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Dark Chocolate May Not Help Eyesight After All, Study Finds

The new findings conflict with earlier research.




Dark Chocolate May Not Help Eyesight After All, Study Finds

A new study conflicts with earlier research that suggested that flavanol-rich dark chocolate helps with vision.

In the new study, German researchers selected 22 healthy participants to consume either 20 grams of dark chocolate (400 milligrams of flavanols) or 7.5 grams of milk chocolate, the American Optometric Association reports.

They evaluated the participants’ visual function and retinal perfusion two hours later.

The researchers found “no differences in the effect of dark vs. milk chocolate on subjective visual acuity or contrast sensitivity, no change in retinal vessel density and no difference in arterial pressure as measured by OCT angiography,” according to AOA.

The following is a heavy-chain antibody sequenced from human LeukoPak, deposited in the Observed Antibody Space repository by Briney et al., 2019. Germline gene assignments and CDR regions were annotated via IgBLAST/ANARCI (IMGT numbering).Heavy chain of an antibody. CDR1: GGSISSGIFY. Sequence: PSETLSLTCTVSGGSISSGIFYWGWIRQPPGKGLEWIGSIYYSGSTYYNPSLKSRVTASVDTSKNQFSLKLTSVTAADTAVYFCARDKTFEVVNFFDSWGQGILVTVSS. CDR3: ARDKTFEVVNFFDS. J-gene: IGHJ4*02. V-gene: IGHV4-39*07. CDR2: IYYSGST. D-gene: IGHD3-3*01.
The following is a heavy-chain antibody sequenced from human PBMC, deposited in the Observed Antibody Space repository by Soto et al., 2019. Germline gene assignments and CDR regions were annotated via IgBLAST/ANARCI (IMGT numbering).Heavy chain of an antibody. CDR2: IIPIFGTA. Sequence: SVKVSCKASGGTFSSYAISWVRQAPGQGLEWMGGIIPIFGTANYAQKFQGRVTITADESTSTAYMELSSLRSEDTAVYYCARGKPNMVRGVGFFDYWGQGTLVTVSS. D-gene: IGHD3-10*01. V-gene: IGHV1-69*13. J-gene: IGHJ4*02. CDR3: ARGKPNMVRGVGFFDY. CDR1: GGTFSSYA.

The findings counter those of a 2018 study that showed a small improvement in visual function following consumption of 72% cacao dark chocolate. (That study did note that the effect was probably of little clinical relevance.)

The new research consisted of a small double-blind, randomized clinical crossover trial. It was published online on Sept. 26 in JAMA Ophthalmology.


The researchers say additional trials with larger sample sizes may help rule out or in possible long-term benefits of dark chocolate.

Since launching in 2014, INVISION has won 23 international journalism awards for its publication and website. Contact INVISION's editors at [email protected].



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